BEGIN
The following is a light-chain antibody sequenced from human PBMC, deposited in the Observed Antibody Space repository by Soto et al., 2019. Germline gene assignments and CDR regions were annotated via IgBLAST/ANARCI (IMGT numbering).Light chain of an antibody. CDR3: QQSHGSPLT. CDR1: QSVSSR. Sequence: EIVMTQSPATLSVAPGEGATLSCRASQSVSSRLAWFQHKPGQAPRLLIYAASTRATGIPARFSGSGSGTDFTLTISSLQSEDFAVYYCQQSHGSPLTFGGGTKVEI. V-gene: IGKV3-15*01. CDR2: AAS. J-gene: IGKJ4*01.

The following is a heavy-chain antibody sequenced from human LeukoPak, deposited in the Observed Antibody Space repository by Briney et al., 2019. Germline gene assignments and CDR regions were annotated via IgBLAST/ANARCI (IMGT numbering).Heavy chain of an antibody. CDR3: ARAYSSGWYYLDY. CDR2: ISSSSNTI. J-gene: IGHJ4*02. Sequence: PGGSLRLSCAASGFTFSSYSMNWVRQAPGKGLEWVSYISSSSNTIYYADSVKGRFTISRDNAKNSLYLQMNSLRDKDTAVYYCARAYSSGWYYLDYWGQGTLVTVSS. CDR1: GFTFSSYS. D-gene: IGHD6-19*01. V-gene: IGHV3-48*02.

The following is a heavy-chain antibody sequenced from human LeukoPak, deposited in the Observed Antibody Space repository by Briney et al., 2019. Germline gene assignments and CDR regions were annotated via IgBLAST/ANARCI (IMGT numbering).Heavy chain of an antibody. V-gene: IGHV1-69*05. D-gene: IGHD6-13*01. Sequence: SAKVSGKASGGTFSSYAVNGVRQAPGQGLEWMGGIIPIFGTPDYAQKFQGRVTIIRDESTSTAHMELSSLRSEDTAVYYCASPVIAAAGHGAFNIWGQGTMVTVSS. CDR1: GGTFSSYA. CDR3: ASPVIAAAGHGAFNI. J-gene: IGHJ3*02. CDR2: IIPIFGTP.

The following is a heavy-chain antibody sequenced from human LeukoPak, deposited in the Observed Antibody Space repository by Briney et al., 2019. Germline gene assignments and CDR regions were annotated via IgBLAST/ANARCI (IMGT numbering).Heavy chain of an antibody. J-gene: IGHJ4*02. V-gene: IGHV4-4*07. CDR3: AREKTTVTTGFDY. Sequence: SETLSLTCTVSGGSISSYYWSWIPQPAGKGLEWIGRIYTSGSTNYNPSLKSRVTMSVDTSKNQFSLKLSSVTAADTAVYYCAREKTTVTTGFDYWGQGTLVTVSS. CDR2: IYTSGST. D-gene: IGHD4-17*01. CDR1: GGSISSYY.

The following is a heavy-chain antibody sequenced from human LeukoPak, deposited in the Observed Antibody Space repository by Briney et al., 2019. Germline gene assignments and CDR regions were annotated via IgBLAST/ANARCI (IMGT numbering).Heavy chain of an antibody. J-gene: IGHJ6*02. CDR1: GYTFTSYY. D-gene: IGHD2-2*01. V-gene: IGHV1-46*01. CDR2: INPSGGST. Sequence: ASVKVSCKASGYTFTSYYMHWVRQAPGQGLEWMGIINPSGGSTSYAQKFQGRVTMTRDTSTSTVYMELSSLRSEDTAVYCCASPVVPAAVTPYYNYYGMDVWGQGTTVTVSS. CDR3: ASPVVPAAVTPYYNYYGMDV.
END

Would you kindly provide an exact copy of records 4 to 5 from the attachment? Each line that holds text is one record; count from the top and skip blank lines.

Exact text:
The following is a heavy-chain antibody sequenced from human LeukoPak, deposited in the Observed Antibody Space repository by Briney et al., 2019. Germline gene assignments and CDR regions were annotated via IgBLAST/ANARCI (IMGT numbering).Heavy chain of an antibody. J-gene: IGHJ4*02. V-gene: IGHV4-4*07. CDR3: AREKTTVTTGFDY. Sequence: SETLSLTCTVSGGSISSYYWSWIPQPAGKGLEWIGRIYTSGSTNYNPSLKSRVTMSVDTSKNQFSLKLSSVTAADTAVYYCAREKTTVTTGFDYWGQGTLVTVSS. CDR2: IYTSGST. D-gene: IGHD4-17*01. CDR1: GGSISSYY.

The following is a heavy-chain antibody sequenced from human LeukoPak, deposited in the Observed Antibody Space repository by Briney et al., 2019. Germline gene assignments and CDR regions were annotated via IgBLAST/ANARCI (IMGT numbering).Heavy chain of an antibody. J-gene: IGHJ6*02. CDR1: GYTFTSYY. D-gene: IGHD2-2*01. V-gene: IGHV1-46*01. CDR2: INPSGGST. Sequence: ASVKVSCKASGYTFTSYYMHWVRQAPGQGLEWMGIINPSGGSTSYAQKFQGRVTMTRDTSTSTVYMELSSLRSEDTAVYCCASPVVPAAVTPYYNYYGMDVWGQGTTVTVSS. CDR3: ASPVVPAAVTPYYNYYGMDV.